Move protects suburbs from more water hikes
By RAY HANANIA
Southwest News-Herald Thursday, February 27, 2014
Did you know that every public utility has a watchdog agency that ensures that the taxpayers’ rights are protected, except when it comes to Lake Michigan water?
That’s one reason why Chicago Mayor Rahm Emanuel and every mayor before him has been able to capriciously raise water rates anytime the city’s budget is in the tank, which is every year.
The first thing Emanuel did when he became mayor was to jack up water charges, not right away to Chicago residents but to all of the residents living in the suburbs. The first increase went up 25 percent and it has increased 15 percent each year that followed. (Chicago meticulously measures water use in the suburbs, but is lax in enforcing water rate collections in Chicago, especially in the inner-city where water meters are often not read. It’s easier to harass suburban voters and to give your own a pass.)
That’s outrageous. No other government would be allowed to rape and pillage taxpayers that way, except when it comes to Chicago squeezing every penny out of the suburbs.
Emanuel claims he needs the cash to improve the water delivery system, but everyone knows he wants the money to shore up the city’s collapsing economy. Whenever Chicago has trouble, it reaches into the wallets of suburban taxpayers as if we have no say.
This past week, a group of suburban legislators and communities have said enough is enough. They introduced legislation to prevent unjustified water rate hikes from being imposed.
The bills were introduced by state Rep. Chris Welch (D-7th) (HB 4288) and state Sen. Steve Landek (D-12th) (SB2907). (For transparency purposes, I do media work for Landek.)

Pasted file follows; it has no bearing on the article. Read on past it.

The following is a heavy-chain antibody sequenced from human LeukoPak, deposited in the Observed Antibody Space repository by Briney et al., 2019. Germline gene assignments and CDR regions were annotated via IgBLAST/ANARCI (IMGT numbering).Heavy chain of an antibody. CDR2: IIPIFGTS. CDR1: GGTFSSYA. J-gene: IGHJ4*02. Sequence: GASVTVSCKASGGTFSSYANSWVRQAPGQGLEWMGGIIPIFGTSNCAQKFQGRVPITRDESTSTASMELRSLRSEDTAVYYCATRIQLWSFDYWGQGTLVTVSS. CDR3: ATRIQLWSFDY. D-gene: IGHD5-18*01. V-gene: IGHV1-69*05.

The Water Rater Protection Act has the backing of the West Central Municipal Conference (WCMC) headed by Executive Director Richard Pellegrino, and it’s Suburban Water Task Force.
“The intent is to create an entity similar to the Citizens Utility Board, whose sole purpose would be to objectively and fairly regulate Lake Michigan water,” Pellegrino explained in a release this past week.
Founded in 1980, the WCMC represents 51 municipalities, townships, Brookfield Zoo and two community colleges in the Western Cook County and Eastern DuPage County. But their goals are goals that reflect the needs of all of the region’s suburbs.
I don’t know about you, but I am tired of being kicked around by Chicago. I remember fighting with Mike Royko in the 1980s when Chicago snatched suburban funds to bail out the Chicago transit Authority.
When things don’t go right in Chicago, they grab money from the suburbs.
We need it to stop. It’s a matter for fairness. Already, we know many Chicago residents don’t even pay water bills, or even electrical bills. Inspectors who try to get into some of the poverty stricken neighborhoods are chased out with bats and clubs. So government pretends there isn’t a problem.
It’s easier to pick on the suburbs and beat up on suburban taxpayers with higher, unjustified fees.
Ironically, Chicago doesn’t own Lake Michigan. It’s a natural resource. It should be treated as a natural resource to benefit the people, not governments that can’t get their financial acts together.
We need to make our voices heard. Out of all the bills in Springfield, this one is probably the most important in terms of defending the rights of taxpayers.
Standup and be counted. Let your legislators know you want the water tax grab to stop. Chicago needs to tighten its belt, not squeeze more money from suburbanites.
Categories: Chicagoland Topics